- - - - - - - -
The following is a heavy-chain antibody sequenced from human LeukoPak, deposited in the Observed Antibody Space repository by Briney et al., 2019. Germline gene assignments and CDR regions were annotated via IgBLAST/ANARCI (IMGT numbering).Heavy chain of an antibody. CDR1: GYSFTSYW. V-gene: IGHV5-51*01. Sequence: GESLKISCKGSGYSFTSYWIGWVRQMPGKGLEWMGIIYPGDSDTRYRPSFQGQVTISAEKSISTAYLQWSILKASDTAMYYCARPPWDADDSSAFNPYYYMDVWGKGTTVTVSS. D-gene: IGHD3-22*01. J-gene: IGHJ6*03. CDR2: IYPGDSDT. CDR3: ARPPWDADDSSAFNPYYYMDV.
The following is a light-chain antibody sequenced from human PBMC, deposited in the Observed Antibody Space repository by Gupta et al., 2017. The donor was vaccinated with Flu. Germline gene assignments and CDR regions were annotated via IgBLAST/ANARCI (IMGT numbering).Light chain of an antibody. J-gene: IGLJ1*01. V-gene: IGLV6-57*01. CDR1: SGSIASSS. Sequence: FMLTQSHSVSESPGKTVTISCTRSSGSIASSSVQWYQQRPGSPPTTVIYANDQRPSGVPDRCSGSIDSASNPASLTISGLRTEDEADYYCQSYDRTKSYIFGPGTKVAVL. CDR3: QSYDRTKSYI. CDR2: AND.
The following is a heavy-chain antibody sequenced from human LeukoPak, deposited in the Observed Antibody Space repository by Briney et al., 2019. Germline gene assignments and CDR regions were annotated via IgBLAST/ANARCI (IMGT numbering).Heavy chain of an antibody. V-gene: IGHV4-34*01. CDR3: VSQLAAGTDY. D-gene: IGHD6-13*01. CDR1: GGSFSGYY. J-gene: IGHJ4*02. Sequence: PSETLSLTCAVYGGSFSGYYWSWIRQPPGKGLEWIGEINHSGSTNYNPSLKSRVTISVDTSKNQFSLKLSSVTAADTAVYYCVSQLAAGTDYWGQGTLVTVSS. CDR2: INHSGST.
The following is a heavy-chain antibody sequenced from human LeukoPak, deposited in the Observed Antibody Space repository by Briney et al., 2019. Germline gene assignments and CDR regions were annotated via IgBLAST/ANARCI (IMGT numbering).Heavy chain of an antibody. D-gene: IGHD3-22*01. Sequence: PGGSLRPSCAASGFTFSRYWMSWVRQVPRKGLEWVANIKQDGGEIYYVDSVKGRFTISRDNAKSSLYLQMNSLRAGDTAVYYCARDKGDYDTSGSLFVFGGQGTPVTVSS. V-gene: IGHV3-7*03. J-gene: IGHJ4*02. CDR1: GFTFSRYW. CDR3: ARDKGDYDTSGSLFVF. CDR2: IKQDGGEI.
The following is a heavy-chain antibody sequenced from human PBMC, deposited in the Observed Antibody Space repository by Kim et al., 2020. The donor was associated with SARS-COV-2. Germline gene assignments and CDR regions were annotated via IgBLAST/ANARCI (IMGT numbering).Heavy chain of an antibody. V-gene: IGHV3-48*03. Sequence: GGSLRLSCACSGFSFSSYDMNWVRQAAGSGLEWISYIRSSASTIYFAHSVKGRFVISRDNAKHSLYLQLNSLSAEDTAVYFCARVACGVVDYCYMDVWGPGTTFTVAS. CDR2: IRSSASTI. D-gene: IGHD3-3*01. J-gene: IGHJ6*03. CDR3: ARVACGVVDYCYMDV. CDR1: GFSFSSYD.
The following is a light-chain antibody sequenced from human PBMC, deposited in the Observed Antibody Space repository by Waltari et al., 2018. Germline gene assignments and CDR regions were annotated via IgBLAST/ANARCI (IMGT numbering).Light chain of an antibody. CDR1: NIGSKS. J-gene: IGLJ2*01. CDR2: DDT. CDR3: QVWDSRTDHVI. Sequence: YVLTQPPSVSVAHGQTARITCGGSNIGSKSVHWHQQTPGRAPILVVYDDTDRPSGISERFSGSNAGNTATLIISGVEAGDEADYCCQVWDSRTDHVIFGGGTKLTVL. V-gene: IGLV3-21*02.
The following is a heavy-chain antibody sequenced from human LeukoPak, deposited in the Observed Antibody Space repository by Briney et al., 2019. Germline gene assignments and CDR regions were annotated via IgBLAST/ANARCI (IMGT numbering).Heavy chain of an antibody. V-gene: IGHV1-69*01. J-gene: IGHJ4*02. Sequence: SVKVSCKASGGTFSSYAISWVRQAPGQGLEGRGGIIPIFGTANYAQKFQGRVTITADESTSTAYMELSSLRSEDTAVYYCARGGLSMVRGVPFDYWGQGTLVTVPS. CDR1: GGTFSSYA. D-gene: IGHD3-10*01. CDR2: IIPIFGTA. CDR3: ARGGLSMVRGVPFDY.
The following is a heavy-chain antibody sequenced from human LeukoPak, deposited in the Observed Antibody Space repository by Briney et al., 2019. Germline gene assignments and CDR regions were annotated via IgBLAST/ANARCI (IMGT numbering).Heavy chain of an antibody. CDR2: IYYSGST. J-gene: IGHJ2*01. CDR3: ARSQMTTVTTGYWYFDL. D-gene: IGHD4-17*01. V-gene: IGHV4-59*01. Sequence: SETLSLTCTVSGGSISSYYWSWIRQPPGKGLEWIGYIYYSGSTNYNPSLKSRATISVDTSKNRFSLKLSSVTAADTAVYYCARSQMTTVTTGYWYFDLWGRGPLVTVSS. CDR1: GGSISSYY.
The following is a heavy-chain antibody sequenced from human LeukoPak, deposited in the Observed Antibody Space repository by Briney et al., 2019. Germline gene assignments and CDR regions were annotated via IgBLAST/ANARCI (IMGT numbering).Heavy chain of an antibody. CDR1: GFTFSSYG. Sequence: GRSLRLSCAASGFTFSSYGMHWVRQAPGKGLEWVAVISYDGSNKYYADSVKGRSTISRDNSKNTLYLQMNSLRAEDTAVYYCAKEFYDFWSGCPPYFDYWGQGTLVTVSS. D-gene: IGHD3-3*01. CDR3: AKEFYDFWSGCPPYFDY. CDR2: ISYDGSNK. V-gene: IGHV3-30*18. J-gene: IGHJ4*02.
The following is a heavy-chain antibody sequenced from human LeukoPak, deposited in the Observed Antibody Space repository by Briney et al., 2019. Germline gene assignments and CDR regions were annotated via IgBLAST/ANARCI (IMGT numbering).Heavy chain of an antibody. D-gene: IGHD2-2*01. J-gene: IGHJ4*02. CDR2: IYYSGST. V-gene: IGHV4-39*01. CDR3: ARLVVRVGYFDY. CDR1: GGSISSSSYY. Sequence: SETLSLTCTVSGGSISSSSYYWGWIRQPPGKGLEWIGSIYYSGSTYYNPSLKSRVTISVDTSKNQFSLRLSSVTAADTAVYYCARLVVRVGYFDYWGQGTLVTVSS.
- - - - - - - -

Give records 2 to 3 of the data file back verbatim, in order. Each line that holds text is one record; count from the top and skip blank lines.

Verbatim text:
The following is a light-chain antibody sequenced from human PBMC, deposited in the Observed Antibody Space repository by Gupta et al., 2017. The donor was vaccinated with Flu. Germline gene assignments and CDR regions were annotated via IgBLAST/ANARCI (IMGT numbering).Light chain of an antibody. J-gene: IGLJ1*01. V-gene: IGLV6-57*01. CDR1: SGSIASSS. Sequence: FMLTQSHSVSESPGKTVTISCTRSSGSIASSSVQWYQQRPGSPPTTVIYANDQRPSGVPDRCSGSIDSASNPASLTISGLRTEDEADYYCQSYDRTKSYIFGPGTKVAVL. CDR3: QSYDRTKSYI. CDR2: AND.
The following is a heavy-chain antibody sequenced from human LeukoPak, deposited in the Observed Antibody Space repository by Briney et al., 2019. Germline gene assignments and CDR regions were annotated via IgBLAST/ANARCI (IMGT numbering).Heavy chain of an antibody. V-gene: IGHV4-34*01. CDR3: VSQLAAGTDY. D-gene: IGHD6-13*01. CDR1: GGSFSGYY. J-gene: IGHJ4*02. Sequence: PSETLSLTCAVYGGSFSGYYWSWIRQPPGKGLEWIGEINHSGSTNYNPSLKSRVTISVDTSKNQFSLKLSSVTAADTAVYYCVSQLAAGTDYWGQGTLVTVSS. CDR2: INHSGST.